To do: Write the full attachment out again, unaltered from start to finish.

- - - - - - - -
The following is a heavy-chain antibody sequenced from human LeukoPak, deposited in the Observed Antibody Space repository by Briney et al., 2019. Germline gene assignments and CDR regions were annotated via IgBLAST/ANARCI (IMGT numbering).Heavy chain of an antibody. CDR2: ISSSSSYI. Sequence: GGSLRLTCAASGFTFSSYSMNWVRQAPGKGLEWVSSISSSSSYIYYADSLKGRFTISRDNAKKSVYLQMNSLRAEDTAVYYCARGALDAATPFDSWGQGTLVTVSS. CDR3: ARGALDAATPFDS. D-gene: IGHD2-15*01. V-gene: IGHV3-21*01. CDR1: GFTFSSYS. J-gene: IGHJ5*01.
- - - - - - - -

The following is a heavy-chain antibody sequenced from human LeukoPak, deposited in the Observed Antibody Space repository by Briney et al., 2019. Germline gene assignments and CDR regions were annotated via IgBLAST/ANARCI (IMGT numbering).Heavy chain of an antibody. CDR2: ISSSSSYI. Sequence: GGSLRLTCAASGFTFSSYSMNWVRQAPGKGLEWVSSISSSSSYIYYADSLKGRFTISRDNAKKSVYLQMNSLRAEDTAVYYCARGALDAATPFDSWGQGTLVTVSS. CDR3: ARGALDAATPFDS. D-gene: IGHD2-15*01. V-gene: IGHV3-21*01. CDR1: GFTFSSYS. J-gene: IGHJ5*01.